Author: Julia Hunt

Post Date: 2017-09-15

As Artificial Intelligence becomes part of every day life, early adopters need to consider the best ways of communicating its benefits.

The robots are coming … and they’re after your jobs. Banks to shed one sixth of staff as AI creates the workforce of the future. Freedom is dead as AI tracks your every move, forever! 

Artificial Intelligence (AI) and its effects, can be framed in many ways. The above points are the sort of headlines media could easily use when reporting on some of the new applications companies around us are already adopting.

At a recent AI Retreat in Jersey, organised by Cognitive Finance Group, delegates heard about some of ways machine learning could transform the way we work. While some of the new tech showcased at the event was directed towards financial services, as the products are developed, they will expand to other industries, affecting, well, everyone.

In the opening presentation, Clara Durodié, CEO of Cognitive Finance Group, explained how China is leading the integration of AI into financial services, with AI-focused companies such as Alipay already looking after the finances of more customers than the entire population of the USA.

David Kelnar, Head of Research and Investment Director at MMC Investments made many points about the benefits of AI for improving productivity, but also shared a few of the challenges.

Did you know the most common job in 22 American states is a truck driver? It’s unlikely anyone could retrain 4.2 million truck drivers as data scientists overnight, highlighting the issue society will soon face if vast swathes of the population find their jobs replaced by robots.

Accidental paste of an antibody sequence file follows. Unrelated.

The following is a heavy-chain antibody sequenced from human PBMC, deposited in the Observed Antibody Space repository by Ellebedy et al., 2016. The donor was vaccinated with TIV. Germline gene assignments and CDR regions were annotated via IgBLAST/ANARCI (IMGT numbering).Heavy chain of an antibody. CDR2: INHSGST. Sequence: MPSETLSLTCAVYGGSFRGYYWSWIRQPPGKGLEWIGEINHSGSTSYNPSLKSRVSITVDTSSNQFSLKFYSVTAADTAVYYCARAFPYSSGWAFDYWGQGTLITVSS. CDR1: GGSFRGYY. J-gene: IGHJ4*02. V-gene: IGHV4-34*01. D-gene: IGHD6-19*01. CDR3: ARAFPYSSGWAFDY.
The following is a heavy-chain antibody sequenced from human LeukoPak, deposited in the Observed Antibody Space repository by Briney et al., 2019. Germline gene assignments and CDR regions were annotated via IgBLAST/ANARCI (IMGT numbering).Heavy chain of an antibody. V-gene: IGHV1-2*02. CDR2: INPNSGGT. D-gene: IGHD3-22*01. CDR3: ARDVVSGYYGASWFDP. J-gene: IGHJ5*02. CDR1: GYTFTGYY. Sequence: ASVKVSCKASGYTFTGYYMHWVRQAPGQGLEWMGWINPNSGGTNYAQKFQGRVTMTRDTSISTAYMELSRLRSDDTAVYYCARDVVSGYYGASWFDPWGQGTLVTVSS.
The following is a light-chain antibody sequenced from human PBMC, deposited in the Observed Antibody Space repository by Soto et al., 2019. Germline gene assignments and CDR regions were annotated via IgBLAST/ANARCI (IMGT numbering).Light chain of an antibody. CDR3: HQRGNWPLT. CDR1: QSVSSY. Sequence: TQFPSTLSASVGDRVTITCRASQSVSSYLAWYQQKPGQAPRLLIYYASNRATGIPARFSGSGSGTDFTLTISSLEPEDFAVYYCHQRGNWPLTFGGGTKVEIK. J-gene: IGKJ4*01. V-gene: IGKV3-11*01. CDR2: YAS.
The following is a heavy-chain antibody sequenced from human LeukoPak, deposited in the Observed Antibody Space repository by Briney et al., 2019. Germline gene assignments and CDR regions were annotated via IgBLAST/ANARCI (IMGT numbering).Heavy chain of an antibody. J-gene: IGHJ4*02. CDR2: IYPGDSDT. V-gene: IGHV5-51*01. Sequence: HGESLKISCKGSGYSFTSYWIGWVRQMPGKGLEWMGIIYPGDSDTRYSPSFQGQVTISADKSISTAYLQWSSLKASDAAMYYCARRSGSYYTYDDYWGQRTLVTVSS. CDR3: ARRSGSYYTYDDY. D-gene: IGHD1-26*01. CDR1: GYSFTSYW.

Even companies that don’t go all out with AI are likely to start using more software to run services instead of people. Dr Michael Aikenhead, Executive Director, Cognitive Finance Group, highlighted some of the issues in his presentation on Robotic Process Automation (RPA).  

More efficient, able to work 24 hours, easier to scale up, and cheaper than people, RPA may initially free up staff time from admin to focus on tasks that still require people, such as negotiating and customer services. However, if one RPA can do the work of six people, it will lead to redeployment, and retraining, if not redundancies. All of these are issues that will require careful communication both internally with staff, and externally with customers and the media.

AI will no doubt eventually make a lot of current PR functions obsolete. We already use a raft of excellent software to save time on the sort of tasks people entering the world of PR would have done, such as creating coverage books of media cuttings.

One of the companies at the retreat, Luminance, showcased a new due diligence platform. Although designed to help legal firms save time comparing contracts for anomalies, it’s possible to imagine how as the software develops, it could be used to save time reading lots of documents – perhaps helping students, academics, and even journalists.

High level PR, however, is not a skill robots are likely to master very soon; and if companies want to help people understand the benefits of AI, and the trajectory companies are taking, real people are the best way to communicate.

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